Intel has released the long-awaited trim feature for its newer 34nm SSDs (Intel X25-M and X18-M G2). For those of you with the older G1 series, there is no trim feature available.
Trim is enabled by installing the firmware update from Intel to bring all G2 SSDs to the 02HA firmware. http://www.intel.com/go/ssdfirmware. When updating, remember to take your system out of AHCI mode (but put it back after the update). The firmware tool cannot update drives in RAID.
You must also download the SSD Toolbox from Intel. It is recommended to run the trim tool daily for optimal performance (scheduled task) if you are using Windows XP or Vista. Windows 7 users will not need to run it as long as they have the drive in AHCI mode. http://www.intel.com/go/ssdtoolbox
The trim feature in Windows 7 helps to alleviate the ‘re-write’ penalty found in most SSDs. When you have a fresh SSD, unwritten blocks only require one operation to fill, whereas a previously full (even if the data is deleted) SSD requires two operations to fill a block.
What trim does is ‘zero’-out the SSD’s free space to return it to a factory fresh state. In a previous entry I described how to do this (but it required erasing the whole drive – not very useful).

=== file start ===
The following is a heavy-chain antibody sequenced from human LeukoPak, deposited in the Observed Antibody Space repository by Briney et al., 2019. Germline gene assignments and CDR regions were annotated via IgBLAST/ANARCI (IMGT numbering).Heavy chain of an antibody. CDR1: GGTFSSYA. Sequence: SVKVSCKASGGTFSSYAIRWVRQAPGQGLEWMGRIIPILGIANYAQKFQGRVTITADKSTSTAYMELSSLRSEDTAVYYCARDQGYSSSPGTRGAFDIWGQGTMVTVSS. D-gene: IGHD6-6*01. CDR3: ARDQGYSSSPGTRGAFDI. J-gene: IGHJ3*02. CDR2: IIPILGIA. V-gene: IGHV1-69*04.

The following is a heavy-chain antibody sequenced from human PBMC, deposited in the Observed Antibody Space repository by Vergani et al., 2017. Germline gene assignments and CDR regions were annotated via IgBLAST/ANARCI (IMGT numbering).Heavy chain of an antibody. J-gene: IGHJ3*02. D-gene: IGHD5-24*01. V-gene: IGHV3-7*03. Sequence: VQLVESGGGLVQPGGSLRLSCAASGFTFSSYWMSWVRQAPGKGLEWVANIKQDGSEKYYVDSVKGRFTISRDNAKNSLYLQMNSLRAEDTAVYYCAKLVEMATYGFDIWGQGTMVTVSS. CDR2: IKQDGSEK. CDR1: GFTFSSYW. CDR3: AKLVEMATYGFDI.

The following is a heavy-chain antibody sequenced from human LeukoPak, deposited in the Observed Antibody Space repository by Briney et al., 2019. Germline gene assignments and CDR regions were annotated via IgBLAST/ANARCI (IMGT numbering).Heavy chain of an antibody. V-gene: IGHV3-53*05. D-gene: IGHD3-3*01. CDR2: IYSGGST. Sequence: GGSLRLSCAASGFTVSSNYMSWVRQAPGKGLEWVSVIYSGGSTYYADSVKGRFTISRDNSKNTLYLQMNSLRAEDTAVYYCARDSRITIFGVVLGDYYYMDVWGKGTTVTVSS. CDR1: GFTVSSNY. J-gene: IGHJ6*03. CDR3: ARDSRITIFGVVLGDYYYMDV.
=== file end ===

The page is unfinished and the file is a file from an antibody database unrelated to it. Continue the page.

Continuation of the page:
Here are some benchmarks from PC Perspective outlining the IO improvements of the Intel X25-M with trim enabled. If you run a database or web server you’ll want to use the trim feature. Anandtech’s writeup is here (more technical).
UPDATE: I’ve just updated the firmware on my Thinkpad T400 with the 34nm G2 X25-M 80GB SSD. Everything went smoothly, the firmware update DID NOT erase any files. Before you do the firmware update, backup all of your files with the expectation that you will need to reinstall everything! Just because it worked for me, doesn’t mean it will work for you. Below are the screenshots step by step just in case you were curious. It took about 12 minutes from downloading the ISO to booting Windows 7 back up.